The commission is forming teams — including inspectors, engineers and environmental specialists — to focus on locations north and south of the South Platte.
Still, the specter of pollution has raised concerns among environmentalist and community groups.
“With the Texas Gulf Coast, they know in advance a hurricane is coming,” said Irene Fortune, a retired chemist who worked for British Petroleum and is now running the Loveland City Council.
“To have something this inland, this level of flooding in an area with high oil and gas development, it’s new territory,” Fortune said.
Gary Wockner, executive director of Save Our Colorado, said, “Every flooded well needs to get inspected.
“The COGCC needs to pass new regulations for drilling in floodplains to better protect people and the environment.”
There are more than 20,000 wells in th e DJ-Basin and surrounding areas and 3,200 permits for open pits in Weld County, according to state data.
A review of the pit permits, however, found a significant number are old permits that may not be operating — most were to hold produced water that contains salts and metals from wells.
Major operators in the basin said they were able to shut all the wells hit by the flood.
Encana Oil & Gas (USA) has shut about one-third of its 1,241 wells, the company said.
“We have plans in place to inspect all of our facilities,” Doug Hock, an Encana spokesman, said in an e-mail. “We’re using (geographic information systems) to help prioritize lower-lying facilities that may likely have greater impacts.”
Anadarko Petroleum Corp., the second-largest operator in the basin, shut wells and stopped drilling activity.
“The majority of our drilling, completions and workover activities in the affected areas of the field have been shut down,” the company said on its website.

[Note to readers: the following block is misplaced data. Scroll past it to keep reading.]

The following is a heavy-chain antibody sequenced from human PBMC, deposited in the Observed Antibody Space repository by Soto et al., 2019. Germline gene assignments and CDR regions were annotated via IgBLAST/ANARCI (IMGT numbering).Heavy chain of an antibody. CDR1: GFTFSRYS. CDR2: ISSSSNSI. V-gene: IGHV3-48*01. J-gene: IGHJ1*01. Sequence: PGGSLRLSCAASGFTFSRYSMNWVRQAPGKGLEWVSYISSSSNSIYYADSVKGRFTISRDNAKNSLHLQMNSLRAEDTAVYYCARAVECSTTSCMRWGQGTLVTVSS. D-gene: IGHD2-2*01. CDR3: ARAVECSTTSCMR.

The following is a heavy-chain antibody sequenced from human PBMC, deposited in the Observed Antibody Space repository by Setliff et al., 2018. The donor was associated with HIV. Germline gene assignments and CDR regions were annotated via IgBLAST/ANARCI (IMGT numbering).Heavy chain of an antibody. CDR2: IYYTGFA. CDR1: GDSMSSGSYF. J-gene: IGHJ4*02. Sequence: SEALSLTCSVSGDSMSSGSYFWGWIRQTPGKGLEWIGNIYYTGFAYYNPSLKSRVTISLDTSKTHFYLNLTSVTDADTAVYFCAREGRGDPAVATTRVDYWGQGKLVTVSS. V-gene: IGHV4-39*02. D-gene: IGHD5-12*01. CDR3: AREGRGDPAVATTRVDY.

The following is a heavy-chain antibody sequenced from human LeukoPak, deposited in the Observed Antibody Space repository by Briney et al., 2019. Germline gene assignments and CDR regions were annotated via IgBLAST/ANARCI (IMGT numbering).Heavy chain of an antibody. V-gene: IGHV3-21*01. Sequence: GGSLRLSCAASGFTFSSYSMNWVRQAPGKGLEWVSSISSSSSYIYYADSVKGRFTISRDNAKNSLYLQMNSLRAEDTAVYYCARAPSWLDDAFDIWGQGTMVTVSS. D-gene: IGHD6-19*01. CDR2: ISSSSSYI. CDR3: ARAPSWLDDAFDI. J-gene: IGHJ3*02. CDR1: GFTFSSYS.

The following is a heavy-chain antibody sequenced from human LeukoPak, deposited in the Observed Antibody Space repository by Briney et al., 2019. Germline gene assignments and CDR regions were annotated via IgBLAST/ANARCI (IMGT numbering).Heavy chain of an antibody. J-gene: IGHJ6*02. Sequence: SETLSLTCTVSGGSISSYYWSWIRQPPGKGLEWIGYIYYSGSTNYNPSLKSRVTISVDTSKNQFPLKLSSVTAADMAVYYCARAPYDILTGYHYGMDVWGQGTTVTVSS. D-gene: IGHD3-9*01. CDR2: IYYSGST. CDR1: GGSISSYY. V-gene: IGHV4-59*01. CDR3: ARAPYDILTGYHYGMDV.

“Restarting the activities is expected to be significantly delayed due to road and location conditions,” the company said.
The well sites are designed to withstand harsh weather, said William Fleckenstein, a professor of petroleum engineering at the Colorado School of Mines.
“The actual wells are meant to hold pressure on the inside. They’re designed to be fluid-tight,” Fleckenstein said.
Concern arises when tanks are knocked over or damaged, Fleckenstein said.
The “worst-case scenario,” however, would be damage to a high-pressure gas line, which would leak hydrocarbons in the air and be “very explosive,” Fleckenstein said.
The impact of the flood waters has been uneven in the basin, said the oil and gas association’s Schuller. Some areas are untouched, and some facilities are still surrounded by flowing water, Schuller said.
“It may take some operations a week to get back up,” Schuller said. “It may take a year for others.”
Pictures of flooded well and drilling sites and damaged or floating tanks have been appearing on several social-media sites.
“We’ve seen the pictures but don’t know the locations,” Schuller said. “If people provide the locations, we will check them.”
Mark Jaffe: 303-954-1912, email@example.com or twitter.com/bymarkjaffe